Back from the dead and live on the web

Different time, different group, different world – but the same desire to provide a new media source that gives more information, richer commentary and deeper insight into the news and events that affect Newfoundlanders and Labradorians

Welcome back, faithful reader. Newfoundland and Labrador in 2011 is a LOT different than it was eight years ago when I first invested into the Sunday Independent. For those that don’t remember that paper then, it was an earnest effort of young locals to provide a new media source in the province that would give more information, richer commentary, and deeper insight into the news and events that affected Newfoundlanders and Labradorians.

I remember seeing the pink, white and green on newsprint for the first time in the lobby of Strawberry Hill in the Humber Valley. Although I didn’t appreciate the strange layout that looked like a tabloid but had to be read sideways, the new start-up hit the right notes with me and by the time I was fully involved we had re-aligned the look and invested heavily in the product.

Over the next five years the ‘Indy’ slowly grew in its readership base and I believe came to occupy a certain position inside Newfoundland that was very much what we had envisioned, but we were stuck in a dying business – the print newspaper. Although we enjoyed a brief resurgence after the first time I shut down the paper, spurred by public desire to see the Indy back, the deck was stacked against any long-term success.

I was content enough with what we had accomplished and felt that over the life of the newspaper we had succeeded in directing public attention to areas that I felt were quite important at the time – and that didn’t really involve who insulted whom in the previous St. John’s city council meeting. Like other previous efforts to create something in this province, I felt very proud of the quality of the work that was done but accepted that for reasons beyond our control it was time to say sayonara.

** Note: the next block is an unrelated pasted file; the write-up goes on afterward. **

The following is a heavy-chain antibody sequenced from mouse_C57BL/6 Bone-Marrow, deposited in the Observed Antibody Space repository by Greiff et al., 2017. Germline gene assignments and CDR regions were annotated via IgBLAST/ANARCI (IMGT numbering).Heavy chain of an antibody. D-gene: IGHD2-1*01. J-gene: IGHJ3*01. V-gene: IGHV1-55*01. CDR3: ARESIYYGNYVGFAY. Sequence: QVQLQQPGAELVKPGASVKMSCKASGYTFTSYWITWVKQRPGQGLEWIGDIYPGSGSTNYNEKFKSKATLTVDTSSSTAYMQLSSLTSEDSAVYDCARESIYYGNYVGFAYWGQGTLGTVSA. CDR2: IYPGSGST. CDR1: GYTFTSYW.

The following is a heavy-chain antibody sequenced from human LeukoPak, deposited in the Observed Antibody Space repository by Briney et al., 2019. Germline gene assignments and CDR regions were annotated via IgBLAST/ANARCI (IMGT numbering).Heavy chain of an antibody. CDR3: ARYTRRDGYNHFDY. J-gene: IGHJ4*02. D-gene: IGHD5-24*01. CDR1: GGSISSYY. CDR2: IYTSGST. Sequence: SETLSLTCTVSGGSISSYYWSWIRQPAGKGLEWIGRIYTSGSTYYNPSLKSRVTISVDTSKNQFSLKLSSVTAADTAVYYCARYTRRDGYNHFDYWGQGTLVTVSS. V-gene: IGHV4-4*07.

‘The history of journalism’

In 2009 we became aware that visits to The Independent website were still happening every day, a full year after we shut the paper down, with only headlines from the last issue to look at. That spurred the idea to resurrect again in electronic form only, and a family dinner a few nights later put some flame to the effort. My niece Emilie Bourque had recently graduated from the University of King’s College with a Bachelor of Journalism. She specialized in online journalism – I didn’t know that was possible. As she joked with me that night, print journalism classes were being referred to in school as “the history of journalism.”

With Emilie’s energy and passion for the idea of building a new web-based Independent, we started the job of putting together a team of contributors that could give us a broad perspective on Newfoundland and Labrador and its people. We didn’t realize we would be over 18 months getting ready to launch and going through several design and programming incarnations, but as I have often found in life, the results were worth the extra time and effort. is much more than just contributed stories from our staff and writers. It is a place for all to express opinions about what is happening in our homeland and a virtual gathering place for Newfoundlanders and Labradorians of all persuasions around the world.

Reflecting our own reality

Our province has changed a lot since the mid ’90s when it seemed like there wouldn’t be enough of us left by 2010 to have a decent party, let alone preserve our rich culture and deep heritage. Thanks to the oil we are now in our own economic reality once more – but this time it’s a good one. While the rest of the world has suffered tremendously the last two years, for the most part Newfoundlanders have been unaware of any recession, actually enjoying the best business conditions of their lives.

Rather than these good times making less of a requirement for a new Independent, I believe our current situation demands some focused and blunt discussion about our future. Now is the time to invest and build a Newfoundland and Labrador that is sustainable and vibrant and I just don’t see that happening, especially in industries that won’t disappear when the last of the nickel and oil are taken.

But that is enough for now and don’t worry … we will have lots to say about that and other things. I hope you like the new as much as I do. Different time, different group, different world–but once again I find myself investing in the earnest efforts of young locals to provide a new media source in the province that gives more information, richer commentary and deeper insight into the news and events that affect Newfoundlanders and Labradorians.

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